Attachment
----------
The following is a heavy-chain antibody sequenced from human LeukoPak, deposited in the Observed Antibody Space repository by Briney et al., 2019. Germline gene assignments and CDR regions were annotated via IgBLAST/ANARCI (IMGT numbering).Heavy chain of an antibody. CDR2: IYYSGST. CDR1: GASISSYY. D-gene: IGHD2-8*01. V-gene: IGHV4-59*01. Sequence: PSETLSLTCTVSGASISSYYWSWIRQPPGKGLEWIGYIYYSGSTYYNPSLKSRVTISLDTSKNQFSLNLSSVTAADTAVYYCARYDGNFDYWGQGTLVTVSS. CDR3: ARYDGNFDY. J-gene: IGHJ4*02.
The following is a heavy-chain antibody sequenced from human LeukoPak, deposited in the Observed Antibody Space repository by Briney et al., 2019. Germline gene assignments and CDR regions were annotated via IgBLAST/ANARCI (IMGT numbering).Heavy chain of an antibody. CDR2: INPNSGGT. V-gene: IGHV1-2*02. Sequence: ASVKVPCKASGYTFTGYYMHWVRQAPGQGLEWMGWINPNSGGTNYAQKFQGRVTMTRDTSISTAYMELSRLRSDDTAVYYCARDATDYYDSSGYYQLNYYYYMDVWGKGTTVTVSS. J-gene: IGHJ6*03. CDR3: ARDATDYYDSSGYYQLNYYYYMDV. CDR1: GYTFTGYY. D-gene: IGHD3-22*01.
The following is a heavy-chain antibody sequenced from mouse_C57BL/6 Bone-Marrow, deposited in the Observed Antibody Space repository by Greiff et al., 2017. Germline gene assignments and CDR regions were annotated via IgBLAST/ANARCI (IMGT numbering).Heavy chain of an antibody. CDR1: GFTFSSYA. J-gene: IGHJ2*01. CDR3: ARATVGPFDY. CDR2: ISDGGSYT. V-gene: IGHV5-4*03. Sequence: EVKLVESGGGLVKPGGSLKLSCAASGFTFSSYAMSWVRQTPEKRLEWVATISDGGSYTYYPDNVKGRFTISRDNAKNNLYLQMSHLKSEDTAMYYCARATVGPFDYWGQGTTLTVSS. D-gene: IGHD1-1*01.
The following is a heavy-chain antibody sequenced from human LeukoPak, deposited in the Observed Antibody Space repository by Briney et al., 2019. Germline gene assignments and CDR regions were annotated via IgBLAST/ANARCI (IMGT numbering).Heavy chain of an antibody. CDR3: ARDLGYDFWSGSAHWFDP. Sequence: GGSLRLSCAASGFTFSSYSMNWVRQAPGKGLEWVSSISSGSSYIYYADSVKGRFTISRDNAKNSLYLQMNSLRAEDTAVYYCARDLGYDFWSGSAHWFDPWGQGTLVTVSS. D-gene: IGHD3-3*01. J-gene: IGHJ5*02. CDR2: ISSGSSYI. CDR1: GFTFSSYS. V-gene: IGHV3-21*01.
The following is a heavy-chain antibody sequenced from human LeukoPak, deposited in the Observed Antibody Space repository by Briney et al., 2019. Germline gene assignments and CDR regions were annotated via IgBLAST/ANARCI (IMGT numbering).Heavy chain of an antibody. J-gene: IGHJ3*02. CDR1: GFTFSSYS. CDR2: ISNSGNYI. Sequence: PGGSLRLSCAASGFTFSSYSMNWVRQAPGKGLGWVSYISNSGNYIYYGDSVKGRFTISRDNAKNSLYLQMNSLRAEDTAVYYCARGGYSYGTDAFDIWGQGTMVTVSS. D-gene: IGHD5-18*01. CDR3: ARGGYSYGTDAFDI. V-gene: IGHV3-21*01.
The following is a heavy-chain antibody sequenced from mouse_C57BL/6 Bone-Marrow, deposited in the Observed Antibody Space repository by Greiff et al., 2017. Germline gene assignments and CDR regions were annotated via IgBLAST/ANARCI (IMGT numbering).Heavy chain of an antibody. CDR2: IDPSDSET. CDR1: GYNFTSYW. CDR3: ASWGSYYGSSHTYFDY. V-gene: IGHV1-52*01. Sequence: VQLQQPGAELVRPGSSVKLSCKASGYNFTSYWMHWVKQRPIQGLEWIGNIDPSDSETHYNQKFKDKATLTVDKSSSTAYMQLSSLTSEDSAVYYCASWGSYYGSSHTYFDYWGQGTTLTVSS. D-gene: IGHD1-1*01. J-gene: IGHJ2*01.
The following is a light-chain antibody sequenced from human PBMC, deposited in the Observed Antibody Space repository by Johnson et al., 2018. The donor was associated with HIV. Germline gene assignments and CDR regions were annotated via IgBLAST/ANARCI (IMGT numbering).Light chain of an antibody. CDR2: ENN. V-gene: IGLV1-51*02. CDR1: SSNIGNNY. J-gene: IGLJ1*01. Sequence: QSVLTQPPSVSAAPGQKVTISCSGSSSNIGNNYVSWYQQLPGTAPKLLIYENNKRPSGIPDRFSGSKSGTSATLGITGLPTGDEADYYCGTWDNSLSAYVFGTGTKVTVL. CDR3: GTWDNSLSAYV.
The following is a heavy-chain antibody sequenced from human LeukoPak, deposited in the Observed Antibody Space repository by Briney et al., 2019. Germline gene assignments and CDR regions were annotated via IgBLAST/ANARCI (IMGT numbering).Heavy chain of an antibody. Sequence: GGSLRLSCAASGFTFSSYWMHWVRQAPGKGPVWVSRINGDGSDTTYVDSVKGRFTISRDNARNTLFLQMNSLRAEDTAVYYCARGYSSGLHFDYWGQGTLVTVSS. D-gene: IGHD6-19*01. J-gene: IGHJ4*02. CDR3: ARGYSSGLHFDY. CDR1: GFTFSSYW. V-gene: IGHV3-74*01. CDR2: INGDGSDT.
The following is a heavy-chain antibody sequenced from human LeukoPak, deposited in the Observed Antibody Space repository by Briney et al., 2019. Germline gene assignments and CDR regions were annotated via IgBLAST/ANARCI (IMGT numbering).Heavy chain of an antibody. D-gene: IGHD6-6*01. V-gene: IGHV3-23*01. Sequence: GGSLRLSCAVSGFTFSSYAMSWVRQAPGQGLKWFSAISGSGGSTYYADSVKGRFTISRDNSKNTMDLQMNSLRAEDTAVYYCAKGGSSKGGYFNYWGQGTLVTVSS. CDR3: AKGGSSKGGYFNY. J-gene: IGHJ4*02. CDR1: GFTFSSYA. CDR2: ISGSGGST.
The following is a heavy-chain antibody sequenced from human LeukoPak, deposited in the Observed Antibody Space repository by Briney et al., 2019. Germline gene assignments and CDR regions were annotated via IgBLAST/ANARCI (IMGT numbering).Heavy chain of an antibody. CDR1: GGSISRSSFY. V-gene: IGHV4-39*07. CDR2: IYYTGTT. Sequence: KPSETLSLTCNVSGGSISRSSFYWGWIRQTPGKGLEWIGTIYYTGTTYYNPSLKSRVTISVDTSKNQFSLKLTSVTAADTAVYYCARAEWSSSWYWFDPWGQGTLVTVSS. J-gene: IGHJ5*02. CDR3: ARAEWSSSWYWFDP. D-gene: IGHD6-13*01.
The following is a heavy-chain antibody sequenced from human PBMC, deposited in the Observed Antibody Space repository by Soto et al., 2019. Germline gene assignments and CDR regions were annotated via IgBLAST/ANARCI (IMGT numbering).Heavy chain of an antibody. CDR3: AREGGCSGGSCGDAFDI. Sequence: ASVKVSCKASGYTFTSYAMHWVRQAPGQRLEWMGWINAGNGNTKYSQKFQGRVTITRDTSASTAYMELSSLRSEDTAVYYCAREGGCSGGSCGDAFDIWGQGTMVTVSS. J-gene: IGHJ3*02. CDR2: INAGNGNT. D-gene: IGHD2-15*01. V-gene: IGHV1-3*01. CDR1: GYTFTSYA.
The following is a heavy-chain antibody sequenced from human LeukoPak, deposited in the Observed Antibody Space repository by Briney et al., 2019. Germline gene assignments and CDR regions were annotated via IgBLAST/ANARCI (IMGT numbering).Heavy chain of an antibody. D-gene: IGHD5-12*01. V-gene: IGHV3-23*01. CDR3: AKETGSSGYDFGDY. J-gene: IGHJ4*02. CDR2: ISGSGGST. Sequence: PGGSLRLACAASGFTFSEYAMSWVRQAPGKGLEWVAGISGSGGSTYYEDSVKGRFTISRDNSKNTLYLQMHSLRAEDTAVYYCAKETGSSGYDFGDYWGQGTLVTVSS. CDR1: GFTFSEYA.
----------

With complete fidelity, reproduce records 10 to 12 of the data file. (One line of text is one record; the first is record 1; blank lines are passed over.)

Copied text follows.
The following is a heavy-chain antibody sequenced from human LeukoPak, deposited in the Observed Antibody Space repository by Briney et al., 2019. Germline gene assignments and CDR regions were annotated via IgBLAST/ANARCI (IMGT numbering).Heavy chain of an antibody. CDR1: GGSISRSSFY. V-gene: IGHV4-39*07. CDR2: IYYTGTT. Sequence: KPSETLSLTCNVSGGSISRSSFYWGWIRQTPGKGLEWIGTIYYTGTTYYNPSLKSRVTISVDTSKNQFSLKLTSVTAADTAVYYCARAEWSSSWYWFDPWGQGTLVTVSS. J-gene: IGHJ5*02. CDR3: ARAEWSSSWYWFDP. D-gene: IGHD6-13*01.
The following is a heavy-chain antibody sequenced from human PBMC, deposited in the Observed Antibody Space repository by Soto et al., 2019. Germline gene assignments and CDR regions were annotated via IgBLAST/ANARCI (IMGT numbering).Heavy chain of an antibody. CDR3: AREGGCSGGSCGDAFDI. Sequence: ASVKVSCKASGYTFTSYAMHWVRQAPGQRLEWMGWINAGNGNTKYSQKFQGRVTITRDTSASTAYMELSSLRSEDTAVYYCAREGGCSGGSCGDAFDIWGQGTMVTVSS. J-gene: IGHJ3*02. CDR2: INAGNGNT. D-gene: IGHD2-15*01. V-gene: IGHV1-3*01. CDR1: GYTFTSYA.
The following is a heavy-chain antibody sequenced from human LeukoPak, deposited in the Observed Antibody Space repository by Briney et al., 2019. Germline gene assignments and CDR regions were annotated via IgBLAST/ANARCI (IMGT numbering).Heavy chain of an antibody. D-gene: IGHD5-12*01. V-gene: IGHV3-23*01. CDR3: AKETGSSGYDFGDY. J-gene: IGHJ4*02. CDR2: ISGSGGST. Sequence: PGGSLRLACAASGFTFSEYAMSWVRQAPGKGLEWVAGISGSGGSTYYEDSVKGRFTISRDNSKNTLYLQMHSLRAEDTAVYYCAKETGSSGYDFGDYWGQGTLVTVSS. CDR1: GFTFSEYA.